Rare kākāriki karaka chicks successfully hand-reared after parents pluck feathers

Pūkaha National Wildlife Centre has successfully hand-reared five orange-fronted parakeets, a species that has been declared extinct twice; in 1919 and 1965.

The five young kākāriki karaka have regrown their feathers and learned to fly. Source: Supplied

By Caleb Fotheringham of

Kākāriki karaka, or orange-fronted parakeets, are New Zealand's rarest parakeets, and have a wild population of only 100 to 300 individual birds.

Successfully hand-rearing them is considered extremely difficult. But rangers at Pūkaha had little choice; five chicks were found bald, two weeks after they hatched in early August.

Breeding rangers discovered the parents of the birds had plucked out the chicks' feathers. Without feathers the young chicks were at risk of dying from the cold, so the rangers placed the chicks in brooders with a heat lamp and fed the chicks parrot-rearing formula.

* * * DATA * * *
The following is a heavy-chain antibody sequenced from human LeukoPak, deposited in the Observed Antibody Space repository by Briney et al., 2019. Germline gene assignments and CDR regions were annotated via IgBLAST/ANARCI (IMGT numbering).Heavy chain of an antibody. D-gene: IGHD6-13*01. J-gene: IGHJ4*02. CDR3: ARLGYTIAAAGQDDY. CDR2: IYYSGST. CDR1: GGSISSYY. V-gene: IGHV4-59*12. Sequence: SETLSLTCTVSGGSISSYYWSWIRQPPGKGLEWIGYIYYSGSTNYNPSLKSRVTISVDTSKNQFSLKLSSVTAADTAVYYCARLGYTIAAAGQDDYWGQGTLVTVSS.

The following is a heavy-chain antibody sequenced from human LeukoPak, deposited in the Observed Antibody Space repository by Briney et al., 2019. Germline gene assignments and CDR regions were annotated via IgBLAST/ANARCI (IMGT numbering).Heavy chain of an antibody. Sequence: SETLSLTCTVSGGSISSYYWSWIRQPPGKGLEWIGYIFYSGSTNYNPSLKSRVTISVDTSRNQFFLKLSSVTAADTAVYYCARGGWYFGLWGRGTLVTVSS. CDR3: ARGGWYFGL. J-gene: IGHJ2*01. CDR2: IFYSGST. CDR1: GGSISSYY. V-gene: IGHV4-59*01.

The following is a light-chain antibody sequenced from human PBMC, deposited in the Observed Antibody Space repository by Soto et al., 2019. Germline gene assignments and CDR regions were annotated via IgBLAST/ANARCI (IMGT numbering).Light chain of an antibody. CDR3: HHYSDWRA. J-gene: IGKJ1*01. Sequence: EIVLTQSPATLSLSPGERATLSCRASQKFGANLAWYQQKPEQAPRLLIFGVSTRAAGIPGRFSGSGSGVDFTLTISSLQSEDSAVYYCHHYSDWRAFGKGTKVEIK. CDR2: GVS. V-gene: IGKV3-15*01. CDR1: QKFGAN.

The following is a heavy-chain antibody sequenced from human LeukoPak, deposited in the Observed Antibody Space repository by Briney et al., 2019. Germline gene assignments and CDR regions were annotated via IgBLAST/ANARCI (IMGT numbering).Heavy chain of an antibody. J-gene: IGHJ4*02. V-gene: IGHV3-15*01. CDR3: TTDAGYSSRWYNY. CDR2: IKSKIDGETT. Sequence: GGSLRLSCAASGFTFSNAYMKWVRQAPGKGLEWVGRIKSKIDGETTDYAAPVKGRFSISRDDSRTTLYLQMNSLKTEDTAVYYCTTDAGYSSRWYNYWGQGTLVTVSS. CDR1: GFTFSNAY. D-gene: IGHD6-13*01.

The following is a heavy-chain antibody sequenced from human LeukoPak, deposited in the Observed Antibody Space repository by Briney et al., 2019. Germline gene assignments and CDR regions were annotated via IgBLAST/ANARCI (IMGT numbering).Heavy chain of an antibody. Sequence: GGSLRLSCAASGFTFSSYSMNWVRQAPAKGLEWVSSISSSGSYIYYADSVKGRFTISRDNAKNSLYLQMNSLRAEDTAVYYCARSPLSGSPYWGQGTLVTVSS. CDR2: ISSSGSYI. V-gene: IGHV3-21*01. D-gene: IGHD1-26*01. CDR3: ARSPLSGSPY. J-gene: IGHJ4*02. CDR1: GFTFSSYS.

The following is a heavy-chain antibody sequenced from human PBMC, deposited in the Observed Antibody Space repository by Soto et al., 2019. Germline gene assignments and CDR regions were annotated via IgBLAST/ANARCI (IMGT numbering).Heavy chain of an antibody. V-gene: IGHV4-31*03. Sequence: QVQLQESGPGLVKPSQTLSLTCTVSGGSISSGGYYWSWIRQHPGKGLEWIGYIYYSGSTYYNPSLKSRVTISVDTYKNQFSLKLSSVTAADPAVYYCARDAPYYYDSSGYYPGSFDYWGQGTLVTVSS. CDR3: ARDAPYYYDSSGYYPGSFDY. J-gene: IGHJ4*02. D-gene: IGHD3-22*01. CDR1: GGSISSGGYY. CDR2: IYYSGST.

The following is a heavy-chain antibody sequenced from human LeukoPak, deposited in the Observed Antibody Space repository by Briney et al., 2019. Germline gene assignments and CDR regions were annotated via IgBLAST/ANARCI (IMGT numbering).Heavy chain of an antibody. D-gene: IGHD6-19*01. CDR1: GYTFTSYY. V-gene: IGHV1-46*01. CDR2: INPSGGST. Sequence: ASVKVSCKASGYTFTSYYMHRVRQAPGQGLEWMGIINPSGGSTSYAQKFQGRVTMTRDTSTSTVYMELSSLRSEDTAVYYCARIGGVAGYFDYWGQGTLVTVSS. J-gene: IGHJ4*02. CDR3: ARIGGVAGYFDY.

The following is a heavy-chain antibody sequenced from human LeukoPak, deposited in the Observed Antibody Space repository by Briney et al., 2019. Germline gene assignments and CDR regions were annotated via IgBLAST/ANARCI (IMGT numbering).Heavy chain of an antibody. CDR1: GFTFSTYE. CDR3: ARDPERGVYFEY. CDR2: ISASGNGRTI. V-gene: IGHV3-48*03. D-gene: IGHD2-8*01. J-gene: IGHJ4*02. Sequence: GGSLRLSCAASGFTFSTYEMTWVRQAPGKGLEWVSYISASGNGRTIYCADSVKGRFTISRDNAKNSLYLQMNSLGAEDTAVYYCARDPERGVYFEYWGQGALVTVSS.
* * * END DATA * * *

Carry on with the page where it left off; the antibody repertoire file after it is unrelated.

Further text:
It's not known why the parents plucked the feathers out.

Hand-rearing is rarely used for orange-fronted parakeets because the birds have a high risk of imprinting, or identifying with a species they are exposed to during development.

The tiny kākāriki karaka chicks would not have survived without intervention. Source: Supplied

If imprinting takes place the birds would not likely survive in the wild.

Pūkaha breeding ranger, Jess Flamy said the circumstance meant the rangers had no other choice but to attempt to hand-rear the chicks.

It took three weeks for them to grow their feathers back. Now all five chicks are fully grown, flying and eating by themselves - and the team says there's no sign of imprinting.

The centre first received orange-fronted parakeets in 2009, and bred four of the parakeets for the first time this February.

The rare kākāriki karaka clutch had to be hand-reared after their parents plucked them bare. Source: Supplied

Pūkaha were pleased the parakeets survived, but hoped not to have to hand-rear the species again.

Orange-fronted parakeets are critically endangered and are still at high risk of extinction.

The Department of Conservation say they were once found throughout New Zealand, but in the wild they are now only found in Arthur's Pass National Park and Lake Sumner Forest Park.